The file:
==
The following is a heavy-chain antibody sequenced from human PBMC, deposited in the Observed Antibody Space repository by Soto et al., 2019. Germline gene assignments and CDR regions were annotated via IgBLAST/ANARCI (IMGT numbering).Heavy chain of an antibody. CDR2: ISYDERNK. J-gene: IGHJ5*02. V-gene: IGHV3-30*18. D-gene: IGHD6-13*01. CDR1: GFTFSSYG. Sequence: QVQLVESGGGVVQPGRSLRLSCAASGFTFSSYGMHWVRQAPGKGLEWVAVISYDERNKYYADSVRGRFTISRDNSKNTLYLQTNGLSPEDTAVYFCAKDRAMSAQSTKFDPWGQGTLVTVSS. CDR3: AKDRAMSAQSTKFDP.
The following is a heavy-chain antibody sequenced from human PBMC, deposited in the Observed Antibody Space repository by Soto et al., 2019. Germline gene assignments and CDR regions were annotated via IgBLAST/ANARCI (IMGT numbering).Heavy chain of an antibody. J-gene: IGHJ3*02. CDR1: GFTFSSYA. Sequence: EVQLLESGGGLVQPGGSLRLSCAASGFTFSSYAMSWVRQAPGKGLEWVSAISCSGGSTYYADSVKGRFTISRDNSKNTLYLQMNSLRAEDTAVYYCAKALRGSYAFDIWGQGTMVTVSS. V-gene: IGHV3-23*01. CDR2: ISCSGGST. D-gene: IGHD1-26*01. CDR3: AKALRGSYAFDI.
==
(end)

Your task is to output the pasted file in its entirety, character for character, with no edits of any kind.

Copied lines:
The following is a heavy-chain antibody sequenced from human PBMC, deposited in the Observed Antibody Space repository by Soto et al., 2019. Germline gene assignments and CDR regions were annotated via IgBLAST/ANARCI (IMGT numbering).Heavy chain of an antibody. CDR2: ISYDERNK. J-gene: IGHJ5*02. V-gene: IGHV3-30*18. D-gene: IGHD6-13*01. CDR1: GFTFSSYG. Sequence: QVQLVESGGGVVQPGRSLRLSCAASGFTFSSYGMHWVRQAPGKGLEWVAVISYDERNKYYADSVRGRFTISRDNSKNTLYLQTNGLSPEDTAVYFCAKDRAMSAQSTKFDPWGQGTLVTVSS. CDR3: AKDRAMSAQSTKFDP.
The following is a heavy-chain antibody sequenced from human PBMC, deposited in the Observed Antibody Space repository by Soto et al., 2019. Germline gene assignments and CDR regions were annotated via IgBLAST/ANARCI (IMGT numbering).Heavy chain of an antibody. J-gene: IGHJ3*02. CDR1: GFTFSSYA. Sequence: EVQLLESGGGLVQPGGSLRLSCAASGFTFSSYAMSWVRQAPGKGLEWVSAISCSGGSTYYADSVKGRFTISRDNSKNTLYLQMNSLRAEDTAVYYCAKALRGSYAFDIWGQGTMVTVSS. V-gene: IGHV3-23*01. CDR2: ISCSGGST. D-gene: IGHD1-26*01. CDR3: AKALRGSYAFDI.